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Archive for September, 2010|Monthly archive page

Websites: The Curse of Stale Content

In General on September 23, 2010 at 21:30

Websites: The Curse of Stale ContentOne of the first things that I try to persuade clients about is the need to be able to update their website themselves — there’s no point having to send changes to a webmaster or agency, something that could take days.

Most clients see the value in this, but keeping the content fresh, that’s a different matter.

Why is fresh content important? Read the rest of this entry »

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Social Media Panel at Serviced Apartments Asia

In General on September 21, 2010 at 08:27

Serviced Apartments AsiaLast week i had the privilege of being on a panel at Serviced Apartments Asia in Singapore, discussing Social Media, and the opportunities it presented for the industry. A review of this is available in a post i wrote on the Keen site.

Anthony Green – September 2010

Hotel Minibar: Go Ahead Punk, Make My Day

In General on September 15, 2010 at 18:01

Dirty HarryChecking into a hotel yesterday, the guy on the desk informed me that the minibar was “pressure-sensitive“, so if you took something out and then put it back, you’d still be charged. I mean, what next, you open the door and the minibar points a Magnum in your face, saying “Go Ahead Punk, Make My Day” in its best Dirty Harry voice? I understand that they want to maximise revenue, and people regularly use the minibar and refill at 7-11, but surely it’s not come to this? Remember, before wifi became the number one gripe for travelers, minibars were the topic of the day. Innovative hotels, mostly in the USA, were even emptying their minibars so that guests could chill their own drinks. In the end i was too scared to open the door (although the tariff sheet was enough to scare me off).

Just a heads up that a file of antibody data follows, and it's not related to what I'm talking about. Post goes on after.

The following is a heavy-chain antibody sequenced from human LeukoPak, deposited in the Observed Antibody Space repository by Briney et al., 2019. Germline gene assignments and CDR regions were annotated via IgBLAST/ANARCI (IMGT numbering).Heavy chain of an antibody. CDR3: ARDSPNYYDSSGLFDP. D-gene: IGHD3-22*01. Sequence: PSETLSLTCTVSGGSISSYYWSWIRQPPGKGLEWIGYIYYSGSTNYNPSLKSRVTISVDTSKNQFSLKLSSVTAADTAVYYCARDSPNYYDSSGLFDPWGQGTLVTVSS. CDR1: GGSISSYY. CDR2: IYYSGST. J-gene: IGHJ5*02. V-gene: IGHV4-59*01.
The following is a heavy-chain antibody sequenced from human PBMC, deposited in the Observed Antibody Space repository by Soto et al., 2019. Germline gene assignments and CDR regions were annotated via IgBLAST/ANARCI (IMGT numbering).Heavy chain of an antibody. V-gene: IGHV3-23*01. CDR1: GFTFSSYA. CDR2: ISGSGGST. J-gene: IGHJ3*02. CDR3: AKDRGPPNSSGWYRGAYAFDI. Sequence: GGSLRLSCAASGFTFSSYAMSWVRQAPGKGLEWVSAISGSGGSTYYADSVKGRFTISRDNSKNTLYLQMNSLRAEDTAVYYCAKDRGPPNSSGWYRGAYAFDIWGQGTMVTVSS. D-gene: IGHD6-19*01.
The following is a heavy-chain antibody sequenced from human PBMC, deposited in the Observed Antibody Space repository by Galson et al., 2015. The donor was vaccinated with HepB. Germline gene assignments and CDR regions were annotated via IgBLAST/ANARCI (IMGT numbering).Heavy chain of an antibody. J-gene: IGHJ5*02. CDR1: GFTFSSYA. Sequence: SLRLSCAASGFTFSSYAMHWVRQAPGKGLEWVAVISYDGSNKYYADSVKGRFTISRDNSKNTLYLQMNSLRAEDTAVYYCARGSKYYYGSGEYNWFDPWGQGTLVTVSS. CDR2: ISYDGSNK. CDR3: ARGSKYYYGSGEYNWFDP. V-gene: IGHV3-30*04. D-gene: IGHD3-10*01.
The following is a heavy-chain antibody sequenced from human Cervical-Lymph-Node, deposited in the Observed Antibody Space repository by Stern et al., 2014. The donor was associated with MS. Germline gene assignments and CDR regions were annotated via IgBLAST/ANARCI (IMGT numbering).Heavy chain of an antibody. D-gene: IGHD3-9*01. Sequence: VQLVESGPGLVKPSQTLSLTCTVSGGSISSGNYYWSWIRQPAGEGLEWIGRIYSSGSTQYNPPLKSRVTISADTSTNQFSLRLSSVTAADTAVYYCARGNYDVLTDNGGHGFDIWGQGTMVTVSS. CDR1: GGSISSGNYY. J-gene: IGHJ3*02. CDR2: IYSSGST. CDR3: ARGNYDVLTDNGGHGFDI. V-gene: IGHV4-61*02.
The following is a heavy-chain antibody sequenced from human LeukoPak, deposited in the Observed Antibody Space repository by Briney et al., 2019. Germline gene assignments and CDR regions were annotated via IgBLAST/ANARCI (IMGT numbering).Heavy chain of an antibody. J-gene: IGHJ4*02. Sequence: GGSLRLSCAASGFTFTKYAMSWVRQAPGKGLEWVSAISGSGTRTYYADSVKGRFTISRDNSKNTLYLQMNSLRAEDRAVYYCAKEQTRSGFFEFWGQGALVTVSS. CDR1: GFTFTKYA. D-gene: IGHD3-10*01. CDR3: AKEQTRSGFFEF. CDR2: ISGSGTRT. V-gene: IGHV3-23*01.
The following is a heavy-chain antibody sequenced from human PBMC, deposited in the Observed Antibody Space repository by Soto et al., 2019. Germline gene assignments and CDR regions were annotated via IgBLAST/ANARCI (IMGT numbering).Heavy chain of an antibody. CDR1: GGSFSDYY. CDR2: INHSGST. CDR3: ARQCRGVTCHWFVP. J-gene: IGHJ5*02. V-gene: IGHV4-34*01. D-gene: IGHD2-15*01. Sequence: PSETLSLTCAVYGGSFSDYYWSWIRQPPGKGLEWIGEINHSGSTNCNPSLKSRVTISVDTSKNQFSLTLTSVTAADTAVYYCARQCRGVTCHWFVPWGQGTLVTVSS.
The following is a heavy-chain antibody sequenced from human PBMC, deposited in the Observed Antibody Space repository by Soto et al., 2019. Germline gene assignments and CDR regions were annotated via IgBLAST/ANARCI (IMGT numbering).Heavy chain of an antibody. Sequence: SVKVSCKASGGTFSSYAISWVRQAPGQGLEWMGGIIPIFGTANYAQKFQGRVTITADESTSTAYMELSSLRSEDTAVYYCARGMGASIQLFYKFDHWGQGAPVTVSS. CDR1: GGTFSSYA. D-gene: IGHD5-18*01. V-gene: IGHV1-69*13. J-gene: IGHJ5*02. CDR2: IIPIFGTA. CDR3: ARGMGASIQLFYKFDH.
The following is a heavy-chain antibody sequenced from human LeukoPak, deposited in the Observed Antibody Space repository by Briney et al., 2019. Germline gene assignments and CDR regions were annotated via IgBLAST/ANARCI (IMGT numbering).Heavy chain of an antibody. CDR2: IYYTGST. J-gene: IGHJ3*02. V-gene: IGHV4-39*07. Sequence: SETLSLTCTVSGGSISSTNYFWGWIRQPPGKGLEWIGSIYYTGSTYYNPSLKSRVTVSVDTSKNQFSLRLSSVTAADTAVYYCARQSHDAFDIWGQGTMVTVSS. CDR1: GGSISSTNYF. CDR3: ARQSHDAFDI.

Anyone seen this before?

Widescreen Websites — the New Design Reality

In General on September 7, 2010 at 20:55

toshiba-satellite-widescreenWeb designers and marketers have a right to feel cheated — no sooner had they started building websites to match the shiny new big monitors that people were getting with their desktops, than the whole landscape changed. Instead of large, square monitors, the market shifted, and in came widescreen monitors. The shape matched the HD TVs that everyone has been buying like crazy, and the fact is that TVs and movies look great!

This created a problem: nearly all laptops, and now most desktops, come with screens that are much wider, but offer only 600, 768, or 800 pixels in height. If that doesn’t mean much to you, previously the most common size was much bigger, 1024 high — so much more space — whereas now the fold is really high up the page.

Web designers were among the last to notice, with their large monitors. Business users noticed, with their ultra-small laptops, and many design teams were caught out. Read the rest of this entry »